Three-List Preview: Virginia Football Takes On Big 10 Program Illinois

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The Virginia football defense, led by Noah Taylor (left) and Nick Jackson, figures to get a much tougher test this week. How will they respond? ~ Photo by Kris Wright/TheSabre.com

The University of Virginia football program dispatched in-state FCS foe William & Mary to open the 2021 season. Now the Hoos turn their attention their first FBS opponent, the University of Illinois. UVA is looking to start the season 2-0, while the Fighting Illini (1-1) are looking to rebound from a tough home loss to Texas-San Antonio.

Illinois won only two of eight games in 2021, leading to the dismissal of Lovie Smith, who served five years as head coach. Former Wisconsin and Arkansas head coach Bret Bielema now leads the Fighting Illini. Illinois began Bielema’s tenure with a 30-22 victory over Nebraska before falling to UTSA last Saturday.

This Saturday’s matchup is the first road game of the season for Illinois, which has had some success away from Champagne the previous two years. In 2019 and 2020 the Fighting Illini compiled a 6-6 record on the road, defeating Rutgers and Nebraska in 2020 and U-Conn, Purdue and Michigan State in 2019.

Meanwhile, Scott Stadium has become a significant home field advantage for Virginia under head coach Bronco Mendenhall. Including last Saturday’s victory over William & Mary, the Hoos are 18-2 at home since 2018. Brennan Armstrong began his second season as Virginia’s starting quarterback with 339 yards passing and four touchdowns as UVA blanked the Tribe, 43-0. The Cavaliers totaled 545 yards of offense (339 pass, 206 rush) while holding William & Mary to 183 yards total.

Can the Hoos maintain the high level of play against an FBS opponent? We’ll find out on Saturday, September 11, when they kickoff against Illinois.

Three Illinois Offense Positions/Players

QUARTERBACKS

Brandon Peters started 16 games for the Illini in 2019 and 2020 and started the Nebraska game before leaving due to an injury to his non-throwing shoulder. Bielema says he will practice this week, but as of Monday Peters had not been cleared for contact. If the 6’5” Peters cannot go on Saturday, 6’5” Rutgers transfer Artur Sitkowski is in line to get the start.

Sitkowski played very well taking over for Peters against the Huskers, completing 12-of-15 passes for 124 yards and two touchdowns. He did not play as well against UTSA, completing only 22-of-42 throws, but finished with 266 yards and three touchdowns while also rushing six times for 38 yards. A good start with a new program – Sitkowski just transferred in this summer – from a player with significant Power 5 experience.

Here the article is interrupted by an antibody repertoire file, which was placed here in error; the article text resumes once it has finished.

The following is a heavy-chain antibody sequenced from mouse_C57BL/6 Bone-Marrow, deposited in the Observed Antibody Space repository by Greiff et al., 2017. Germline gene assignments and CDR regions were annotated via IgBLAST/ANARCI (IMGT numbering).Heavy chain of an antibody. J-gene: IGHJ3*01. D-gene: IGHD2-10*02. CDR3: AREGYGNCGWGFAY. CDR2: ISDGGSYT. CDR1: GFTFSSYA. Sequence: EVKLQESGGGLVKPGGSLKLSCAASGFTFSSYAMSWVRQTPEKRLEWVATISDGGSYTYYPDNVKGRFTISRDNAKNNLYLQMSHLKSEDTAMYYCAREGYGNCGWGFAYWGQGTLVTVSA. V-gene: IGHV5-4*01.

RUNNING BACKS

The Illinois offensive line was consistent from week one to week two in one area: Run blocking. In week one the unit scored a 79.6 in run blocking per Pro Football Focus. The grade was 76.2 in week two. The rushing stats aren’t eye-popping (3.8 yards per carry, 158.5 yards per game), but the Illini have an experienced offensive line led longtime starters at center and the two tackle spots. Bielema has a handful of solid running backs to choose from.

Mike Epstein (#26) leads Illinois in carries (25) and rushing yards (107). He reeled off a 45-yard scamper in the opener against Nebraska. Epstein doesn’t have blazing speed, but he runs hard and is a physical player. Reggie Love III (#23) has rushed 23 times for 84, and Jakari Norwood (#3) has seven carries for 42 yards. Chase Brown (#2), who had two 100-yard games in 2020, is expected back after missing the UTSA game due to injury, True freshman Josh McCray (#0) rushed five times for 20 yards against UTSA, and Bielema credited him with providing a spark to the offense.

ILLINOIS’ “FBP”

Keytaon Thompson is to Virginia what Isaiah Williams is to Illinois. Williams, a 5’10”, 180-pound sophomore, started four of five games at quarterback for the Illini in 2020. He switched to wide receiver this offseason and has 14 receptions for 142 yards and a touchdown through two games in 2021. Williams also has two carries for eight yards.

Virginia fans can expect to see Illinois try and get the ball into #1’s hands as much as possible on Saturday. With his quarterback experience, don’t be surprised to see some trickeration from him as well.

Another “FBP” to watch for Illinois is redshirt freshman receiver Deuce Spann. The 6’4″ Spann, a dual-threat QB in high school, has only two catches this season, but both have resulted in big plays – a 45-yard reception vs. Nebraska and a 31-yard catch vs. UTSA that went for a touchdown.

Three Illinois Defensive/Special Teams Players To Watch

DL KEITH RANDOLPH JR.